Cyprus’ banking sector: Facts & Figures
Updated September 2018 – For earlier editions of Facts & Figures click here
Two years after the successful conclusion of the economic adjustment programme, economic recovery has been concluded and the economy is in an increased growth phase. Real GDP growth reached 3.9% in 2017, up from 3.4% in 2016, exhibiting one of the best performances in Europe. Growth has been broad-based across nearly all economic sectors, while many leading indicators of economic activity (e.g. credit card use, economic sentiment, property transactions, a new record in tourist arrivals) point to a continuation of expansion at a solid pace (projected to be 3.6%) in 2018.
Unemployment in Cyprus, although still above the euro area average, has continued to decline to 11.1% in 2017, and fell below 10% in early 2018. In the first quarter of 2018 the number of registered unemployed has declined at a faster pace than in previous quarters, while the continuation of growth is expected to be reflected in further improvements in labour market conditions.
During this period, banks have contributed towards Cyprus’s successful performance after the conclusion of the economic adjustment programme, having managed to restore, gradually, credibility, restructure operations and procedures, and overcome challenges to finance new viable projects and investment opportunities. At the same time, banks have had to comply with an ever-increasing number of supervisory and regulatory requirements.
The banking sector in Cyprus comprises domestic banks and international banks with Cyprus-based subsidiaries or branches. Beyond the traditional deposit and lending services, banks in Cyprus operate under the universal banking model as they offer a diverse range of products and services. Deposits from customers have traditionally been the main source of funding for banks and that element remains stable for the local banking sector.
There are 36 authorised credit institutions in Cyprus, consisting of eight local authorized credit institutions, three subsidiaries of foreign banks from EU Member States, two subsidiaries of foreign banks from non-EU countries, six branches of banks from EU Member States, 15 branches of banks from non-EU Member States and two representative offices.
Within the framework of the European Banking Union, since November 2014, the Bank of Cyprus, Cyprus Cooperative Bank, Hellenic Bank and RCB Bank, were among the European credit institutions that came under the direct supervision of the ECB, as part of the Single Supervisory Mechanism (SSM) provisions, whereas the subsidiaries of Greek banks are supervised by the SSM as their parent banks are systemic in their home country.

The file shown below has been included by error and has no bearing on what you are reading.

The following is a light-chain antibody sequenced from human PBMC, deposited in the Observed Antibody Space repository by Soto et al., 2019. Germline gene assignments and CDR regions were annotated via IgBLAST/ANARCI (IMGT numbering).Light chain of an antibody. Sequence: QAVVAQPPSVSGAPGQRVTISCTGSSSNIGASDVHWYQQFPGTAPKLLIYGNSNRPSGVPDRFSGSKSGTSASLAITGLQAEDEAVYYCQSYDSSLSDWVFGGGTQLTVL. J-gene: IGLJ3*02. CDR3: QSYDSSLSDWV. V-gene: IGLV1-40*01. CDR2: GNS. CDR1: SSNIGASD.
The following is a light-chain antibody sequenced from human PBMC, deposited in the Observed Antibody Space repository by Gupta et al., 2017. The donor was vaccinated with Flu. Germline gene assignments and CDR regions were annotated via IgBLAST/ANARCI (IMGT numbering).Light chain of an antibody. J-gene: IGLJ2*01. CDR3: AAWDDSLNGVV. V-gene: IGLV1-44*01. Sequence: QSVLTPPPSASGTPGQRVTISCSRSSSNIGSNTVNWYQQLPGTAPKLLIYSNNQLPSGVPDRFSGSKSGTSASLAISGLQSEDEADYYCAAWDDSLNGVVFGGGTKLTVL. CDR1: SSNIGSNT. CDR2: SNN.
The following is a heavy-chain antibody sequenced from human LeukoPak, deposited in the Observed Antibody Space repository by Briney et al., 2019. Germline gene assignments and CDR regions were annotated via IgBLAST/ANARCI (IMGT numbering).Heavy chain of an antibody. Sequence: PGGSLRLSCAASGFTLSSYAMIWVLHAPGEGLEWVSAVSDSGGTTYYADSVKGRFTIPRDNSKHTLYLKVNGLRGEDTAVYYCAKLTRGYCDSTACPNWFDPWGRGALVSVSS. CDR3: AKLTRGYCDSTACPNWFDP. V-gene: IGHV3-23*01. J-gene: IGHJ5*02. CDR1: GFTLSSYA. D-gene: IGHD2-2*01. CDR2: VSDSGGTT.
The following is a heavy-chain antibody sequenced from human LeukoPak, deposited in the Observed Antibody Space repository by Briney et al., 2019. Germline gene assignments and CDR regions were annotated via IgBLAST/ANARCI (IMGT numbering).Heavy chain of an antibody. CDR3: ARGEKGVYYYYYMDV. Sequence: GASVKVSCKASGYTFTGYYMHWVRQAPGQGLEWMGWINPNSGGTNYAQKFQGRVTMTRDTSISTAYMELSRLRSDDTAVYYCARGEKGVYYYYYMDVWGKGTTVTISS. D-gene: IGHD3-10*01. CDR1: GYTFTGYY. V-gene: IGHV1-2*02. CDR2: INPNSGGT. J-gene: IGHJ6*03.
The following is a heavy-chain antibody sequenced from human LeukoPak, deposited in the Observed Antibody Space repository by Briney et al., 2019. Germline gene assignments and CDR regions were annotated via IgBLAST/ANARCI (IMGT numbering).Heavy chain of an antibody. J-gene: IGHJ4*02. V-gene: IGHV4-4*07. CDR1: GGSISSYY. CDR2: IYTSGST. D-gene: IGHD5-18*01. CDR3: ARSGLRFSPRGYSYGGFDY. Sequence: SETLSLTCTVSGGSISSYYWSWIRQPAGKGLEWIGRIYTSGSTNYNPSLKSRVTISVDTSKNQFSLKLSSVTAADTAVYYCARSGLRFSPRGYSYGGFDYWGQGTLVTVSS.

All banks are adhering to the SEPA direct debits’ scheme, administered by JCC Payment Systems (a national card acquirer).
A law transposing the revised Payment Services Directive (PSD2) was enacted in April 2018. The banking sector, through the Association, has been undertaking preparations for the past two years in order to deal with payment innovations that will be brought by open Banking and instant payments as well as with the necessary increased payment safety.
As at the end of 2017, there were 458 branches in Cyprus (compared to 542 in 2016) and banks employed a total of 10,627 employees. Banks provide a widespread ATM network as well as mobile solutions, contactless transactions and smart device applications to customers, while they continuously upgrade their online banking sites.
During 2017, aggregate bank deposits slightly increased by €400 million (a 0.8% increase), as confidence gradually returned. Bank deleveraging is continuing at a slower pace compared to previous years. Total outstanding loans were reduced by €4 billion throughout 2017 (a 7.2% decrease from the end of 2016). At the same time, the high level of NPLs remains the greatest challenge faced by the banking sector and towards this goal, great efforts are directed to restructure and clean up banks’ balance sheets.
The financial education programme “More than Money”, launched during 2016 in primary schools across Cyprus, was further expanded into more schools and students in the country in 2017. The project is run as an initiative of the Association and its member banks and is aimed at familiarising primary school pupils with concepts related to money management. The programme is implemented by the organization “Junior Achievement” (Cyprus) and is under the auspices of the Ministry of Education and Culture
Contributor: Andreas Costouris email@example.com